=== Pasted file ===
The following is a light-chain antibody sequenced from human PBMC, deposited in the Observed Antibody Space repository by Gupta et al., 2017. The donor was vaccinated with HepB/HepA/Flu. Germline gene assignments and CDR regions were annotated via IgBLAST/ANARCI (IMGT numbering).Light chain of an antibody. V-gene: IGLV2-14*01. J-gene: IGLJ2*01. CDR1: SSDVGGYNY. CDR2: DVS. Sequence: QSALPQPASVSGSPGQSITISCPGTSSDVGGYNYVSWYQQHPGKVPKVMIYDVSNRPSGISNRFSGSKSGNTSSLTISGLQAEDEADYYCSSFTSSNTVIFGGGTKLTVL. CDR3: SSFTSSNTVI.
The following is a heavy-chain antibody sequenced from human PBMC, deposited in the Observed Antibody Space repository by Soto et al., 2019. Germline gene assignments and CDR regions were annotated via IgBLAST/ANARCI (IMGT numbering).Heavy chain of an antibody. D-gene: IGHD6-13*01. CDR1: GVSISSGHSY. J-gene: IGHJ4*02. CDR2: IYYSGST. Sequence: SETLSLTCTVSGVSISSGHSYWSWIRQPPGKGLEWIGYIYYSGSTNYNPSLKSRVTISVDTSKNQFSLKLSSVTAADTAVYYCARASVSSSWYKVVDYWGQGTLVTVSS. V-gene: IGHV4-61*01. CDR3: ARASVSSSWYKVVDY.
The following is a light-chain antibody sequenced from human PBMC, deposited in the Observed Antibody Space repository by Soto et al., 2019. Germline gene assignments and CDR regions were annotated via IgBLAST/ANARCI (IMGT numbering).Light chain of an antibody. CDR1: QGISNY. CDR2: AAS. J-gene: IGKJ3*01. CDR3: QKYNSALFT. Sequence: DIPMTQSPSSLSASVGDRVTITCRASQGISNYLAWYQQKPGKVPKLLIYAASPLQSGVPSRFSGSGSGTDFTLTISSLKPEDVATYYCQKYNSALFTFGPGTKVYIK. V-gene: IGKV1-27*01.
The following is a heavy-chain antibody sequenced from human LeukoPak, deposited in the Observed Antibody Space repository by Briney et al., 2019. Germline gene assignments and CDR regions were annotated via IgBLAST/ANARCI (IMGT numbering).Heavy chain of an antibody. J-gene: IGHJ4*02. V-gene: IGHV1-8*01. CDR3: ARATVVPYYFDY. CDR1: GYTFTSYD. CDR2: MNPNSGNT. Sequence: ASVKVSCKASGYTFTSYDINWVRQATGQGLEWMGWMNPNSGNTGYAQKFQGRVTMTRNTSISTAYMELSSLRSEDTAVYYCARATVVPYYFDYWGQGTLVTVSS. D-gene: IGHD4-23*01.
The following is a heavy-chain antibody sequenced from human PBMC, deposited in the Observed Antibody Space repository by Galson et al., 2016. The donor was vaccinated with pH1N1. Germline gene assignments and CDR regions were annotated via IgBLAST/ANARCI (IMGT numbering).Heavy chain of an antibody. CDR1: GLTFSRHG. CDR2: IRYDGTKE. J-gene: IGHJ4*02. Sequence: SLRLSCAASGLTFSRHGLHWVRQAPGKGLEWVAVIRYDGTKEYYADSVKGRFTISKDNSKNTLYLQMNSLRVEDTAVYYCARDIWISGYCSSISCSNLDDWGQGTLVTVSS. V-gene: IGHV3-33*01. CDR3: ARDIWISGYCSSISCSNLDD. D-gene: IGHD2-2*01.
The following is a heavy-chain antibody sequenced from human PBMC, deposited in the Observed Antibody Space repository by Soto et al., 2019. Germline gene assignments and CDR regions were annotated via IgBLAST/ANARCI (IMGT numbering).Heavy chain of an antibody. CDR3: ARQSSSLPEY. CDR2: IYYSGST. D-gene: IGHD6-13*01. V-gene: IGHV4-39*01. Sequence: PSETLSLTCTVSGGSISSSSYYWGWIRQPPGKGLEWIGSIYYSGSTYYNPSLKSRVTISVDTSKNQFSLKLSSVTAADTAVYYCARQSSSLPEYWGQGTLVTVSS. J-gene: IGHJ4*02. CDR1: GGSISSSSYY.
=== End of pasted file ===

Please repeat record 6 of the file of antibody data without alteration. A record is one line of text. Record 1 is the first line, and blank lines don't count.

The following is a heavy-chain antibody sequenced from human PBMC, deposited in the Observed Antibody Space repository by Soto et al., 2019. Germline gene assignments and CDR regions were annotated via IgBLAST/ANARCI (IMGT numbering).Heavy chain of an antibody. CDR3: ARQSSSLPEY. CDR2: IYYSGST. D-gene: IGHD6-13*01. V-gene: IGHV4-39*01. Sequence: PSETLSLTCTVSGGSISSSSYYWGWIRQPPGKGLEWIGSIYYSGSTYYNPSLKSRVTISVDTSKNQFSLKLSSVTAADTAVYYCARQSSSLPEYWGQGTLVTVSS. J-gene: IGHJ4*02. CDR1: GGSISSSSYY.